Maybe the question should really be, “How can you negotiate your salary for a New Job?”
Recently an article titled “Negotiating Employment Agreements or the Real Reason Jennifer Lawrence Got Paid Less Than Bradley Cooper,” published on LinkedIn’s Pulse, talked about negotiating your salary from a different slant than I’d seen before. It definitely caused me to think about some of the assumptions we tend to make that might not be as soundly based as they seem to be.
Employment Negotiation–No Excuses?
According to the Pulse article, actress Jennifer Lawrence wrote a piece stating that she received lower pay for her role because Hollywood was sexist and because she didn’t want to appear difficult or silly by negotiating a much higher salary. Her essay in turn stirred up a big brouhaha about the gap between what men and women are paid.
The main point the article makes, however, is that Lawrence’s experience was a “glaring violation of the cardinal rule of employment negotiations – IF YOU DO NOT ASK FOR IT, YOU WILL NOT GET IT.” Author Elisaveta (Leiza) Dolghih contends that this isn’t directly driven by gender but by personality (how an individual functions). She goes on to state that “if your personality is like Jennifer Lawrence’s…and does not allow you to ask, find a person who will ask and negotiate for you….”
When to Talk Money
One issue that often bothers my clients is when to discuss salary during their search for a new position. If you’ve ever been in that spot, you know what I’m talking about. For years I’ve been advocating the view expressed by many professionals, including author Jack Chapman, that “he who mentions money first loses.” Just this week, however, I read a column by Nick Corcodillos (Ask The Headhunter) in which he flatly contradicts that view and insists that job seekers need to take the initiative in order to avoid missteps such as going through multiple interviews before finding out the range for the position–which might be thousands of $$$ below their target.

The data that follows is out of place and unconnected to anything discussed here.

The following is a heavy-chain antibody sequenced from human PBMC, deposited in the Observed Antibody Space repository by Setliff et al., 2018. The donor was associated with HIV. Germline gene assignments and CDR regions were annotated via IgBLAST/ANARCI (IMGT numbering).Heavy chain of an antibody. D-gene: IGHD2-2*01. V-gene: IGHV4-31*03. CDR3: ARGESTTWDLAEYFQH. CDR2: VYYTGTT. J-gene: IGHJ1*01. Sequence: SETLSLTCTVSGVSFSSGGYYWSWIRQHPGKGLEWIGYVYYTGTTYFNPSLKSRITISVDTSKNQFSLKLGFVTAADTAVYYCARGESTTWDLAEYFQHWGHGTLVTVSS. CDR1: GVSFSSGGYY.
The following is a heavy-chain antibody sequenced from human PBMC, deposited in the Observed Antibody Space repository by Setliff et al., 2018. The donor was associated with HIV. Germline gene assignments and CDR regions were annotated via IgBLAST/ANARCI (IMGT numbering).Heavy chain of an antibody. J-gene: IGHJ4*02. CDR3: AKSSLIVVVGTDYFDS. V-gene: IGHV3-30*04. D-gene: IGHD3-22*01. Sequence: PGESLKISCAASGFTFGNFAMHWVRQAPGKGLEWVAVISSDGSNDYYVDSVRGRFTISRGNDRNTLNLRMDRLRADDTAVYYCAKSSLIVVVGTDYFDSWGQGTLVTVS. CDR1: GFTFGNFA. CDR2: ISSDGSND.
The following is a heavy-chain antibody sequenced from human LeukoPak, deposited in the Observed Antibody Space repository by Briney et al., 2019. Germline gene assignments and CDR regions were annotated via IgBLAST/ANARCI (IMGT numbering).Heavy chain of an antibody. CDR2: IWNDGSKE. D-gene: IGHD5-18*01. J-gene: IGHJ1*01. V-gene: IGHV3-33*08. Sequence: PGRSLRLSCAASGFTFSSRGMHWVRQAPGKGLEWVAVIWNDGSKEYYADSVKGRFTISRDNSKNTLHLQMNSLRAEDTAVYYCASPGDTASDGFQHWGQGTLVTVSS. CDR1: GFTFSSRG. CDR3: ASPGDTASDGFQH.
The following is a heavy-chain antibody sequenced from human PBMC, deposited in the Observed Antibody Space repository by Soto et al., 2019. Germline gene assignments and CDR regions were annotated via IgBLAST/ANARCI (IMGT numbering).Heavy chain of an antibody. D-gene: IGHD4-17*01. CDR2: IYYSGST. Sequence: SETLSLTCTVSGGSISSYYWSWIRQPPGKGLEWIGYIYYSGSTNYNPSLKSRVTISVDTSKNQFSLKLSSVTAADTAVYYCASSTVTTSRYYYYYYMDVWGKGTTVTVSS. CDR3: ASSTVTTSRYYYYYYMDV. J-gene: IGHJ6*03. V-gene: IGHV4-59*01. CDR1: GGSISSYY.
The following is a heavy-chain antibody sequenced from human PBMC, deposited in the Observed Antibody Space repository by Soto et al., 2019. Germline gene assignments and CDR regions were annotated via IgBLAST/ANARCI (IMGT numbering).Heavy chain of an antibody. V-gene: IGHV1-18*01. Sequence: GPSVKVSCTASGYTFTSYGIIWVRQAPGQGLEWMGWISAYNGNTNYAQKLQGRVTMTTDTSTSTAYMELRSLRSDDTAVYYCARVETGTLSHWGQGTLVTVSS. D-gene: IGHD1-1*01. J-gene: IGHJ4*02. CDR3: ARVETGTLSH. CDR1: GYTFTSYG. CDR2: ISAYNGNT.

I have to say that this whole situation has raised issues I need to think through carefully before I do more salary negotiation coaching with clients! Apparently there aren’t any simple, straightforward answers. Maybe the best we can do is look at each interview process, each salary negotiation aspect, on a case-by-case basis. However, I think there are at least a few key points to keep in mind:
- Do your homework even before you submit your resume to a potential employer. Within reason (don’t take weeks!), gather the best intelligence you can about the company’s situation, background, etc.
- Explore what people who do what you do are making, taking into account things like geographical differences, to get at least a general, ballpark range. Compare that information to your anticipated target salary.
- Decide how you plan to bring up the subject of compensation (if you do) or how you will respond if it comes up before you feel you have enough information about the opportunity.
- Be ready to negotiate based on solid value, but be prepared to politely walk away from an opportunity as soon as you can tell that it’s not going to be worth your time (or the company’s) to push ahead.
So, yes, you can negotiate your salary for a new job–at least sometimes. At other times, the answer might be, probably not–or–it’s not worth the effort you’d have to make.
If you’ve never made any dumb or slightly silly mistakes in a job search, congratulations! On the other hand, an occasional misstep is probably not the kiss of death unless it’s seriously stupid.